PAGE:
How Lewis, Vivian impacted my life
This past week, I’ve been reflecting on how the Civil Rights Movement planted the seeds which birthed a future generation of freedom fighters. Congressman John Lewis and Reverend C.T. Vivian, the co-organizer of the famous March on Washington, taught me how to not be afraid and how to fight for what you believe in, regardless of what is popular or unpopular. They taught me that if you believe in something, go for it. Speak up about it. Take action and stick up for your morals. They are why I, a 16-year-old Black man, fight against racial discrimination and fight for the rights of my people and my community here in LaGrange.
If this time of chaos has afforded us anything, it’s revolutionary thinking. Now, more than ever, is the time to start challenging modes of thinking and examining industry practices to ensure our future is equitable. We must use this moment to take a seat at the table, and if the table isn’t making life better, we must shake it — or better yet, break it down and build a new one. My generation is blessed with the ability to use technology like the internet and social media to direct how our future unfolds. Our community is blessed with an educational system and teachers who encourage us to develop and use our voice to protect others.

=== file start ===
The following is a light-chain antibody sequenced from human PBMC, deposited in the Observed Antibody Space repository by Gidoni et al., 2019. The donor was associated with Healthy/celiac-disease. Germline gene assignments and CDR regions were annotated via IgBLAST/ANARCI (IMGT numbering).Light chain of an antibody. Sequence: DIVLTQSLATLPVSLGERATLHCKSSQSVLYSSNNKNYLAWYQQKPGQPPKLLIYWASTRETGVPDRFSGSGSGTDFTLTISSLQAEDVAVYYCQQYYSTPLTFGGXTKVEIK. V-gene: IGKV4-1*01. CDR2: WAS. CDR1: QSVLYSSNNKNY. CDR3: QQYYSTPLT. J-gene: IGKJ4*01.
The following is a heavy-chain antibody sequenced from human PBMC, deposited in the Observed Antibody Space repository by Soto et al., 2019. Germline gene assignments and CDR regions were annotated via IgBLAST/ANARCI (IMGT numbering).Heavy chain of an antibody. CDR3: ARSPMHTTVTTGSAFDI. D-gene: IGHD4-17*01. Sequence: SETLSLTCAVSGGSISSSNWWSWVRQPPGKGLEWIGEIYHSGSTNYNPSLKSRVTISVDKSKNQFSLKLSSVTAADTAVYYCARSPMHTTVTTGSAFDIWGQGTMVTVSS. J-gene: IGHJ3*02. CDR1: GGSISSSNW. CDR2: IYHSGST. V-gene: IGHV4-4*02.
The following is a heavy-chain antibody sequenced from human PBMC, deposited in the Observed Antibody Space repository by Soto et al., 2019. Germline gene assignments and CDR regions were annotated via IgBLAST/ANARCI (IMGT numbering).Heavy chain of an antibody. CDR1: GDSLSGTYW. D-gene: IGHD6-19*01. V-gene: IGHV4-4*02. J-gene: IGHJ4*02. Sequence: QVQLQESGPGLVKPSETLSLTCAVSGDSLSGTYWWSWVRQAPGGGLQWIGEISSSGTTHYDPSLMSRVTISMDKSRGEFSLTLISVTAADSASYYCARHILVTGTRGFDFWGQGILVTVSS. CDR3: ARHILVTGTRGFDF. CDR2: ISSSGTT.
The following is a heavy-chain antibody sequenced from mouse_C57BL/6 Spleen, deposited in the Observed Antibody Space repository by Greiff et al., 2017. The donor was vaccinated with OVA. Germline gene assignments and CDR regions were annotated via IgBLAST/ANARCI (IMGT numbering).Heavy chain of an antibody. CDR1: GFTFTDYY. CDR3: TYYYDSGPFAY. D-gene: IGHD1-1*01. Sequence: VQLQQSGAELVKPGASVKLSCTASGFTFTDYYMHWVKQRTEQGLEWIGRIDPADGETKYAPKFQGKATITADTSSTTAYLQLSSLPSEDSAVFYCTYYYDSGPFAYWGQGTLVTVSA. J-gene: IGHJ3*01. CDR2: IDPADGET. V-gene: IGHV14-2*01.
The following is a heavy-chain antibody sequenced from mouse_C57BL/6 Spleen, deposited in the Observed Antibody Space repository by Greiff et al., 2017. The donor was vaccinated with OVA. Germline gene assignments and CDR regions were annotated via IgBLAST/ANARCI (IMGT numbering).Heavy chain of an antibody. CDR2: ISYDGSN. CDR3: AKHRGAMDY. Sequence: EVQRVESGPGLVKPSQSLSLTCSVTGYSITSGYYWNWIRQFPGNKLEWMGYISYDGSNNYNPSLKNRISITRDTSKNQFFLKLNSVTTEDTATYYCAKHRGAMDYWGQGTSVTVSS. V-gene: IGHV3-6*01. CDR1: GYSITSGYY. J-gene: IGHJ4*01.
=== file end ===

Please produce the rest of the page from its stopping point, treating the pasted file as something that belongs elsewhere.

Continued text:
With John Lewis’s death, the torch is now passed to my generation. Why? Lewis was one of the youngest people to attend that March on Washington so his death illuminates ways for young people like myself to create new paths. I challenge us all to remember John Lewis, and certainly Reverend C.T. Vivian, whenever we cast a vote, since the act of voting for people of color wouldn’t have been possible without them.
I challenge not only parents, but also those in my generation to influence their friends to vote. The world needs change. The world needs peace. The world needs a turnaround so as we vote in this upcoming election, we vote in their name.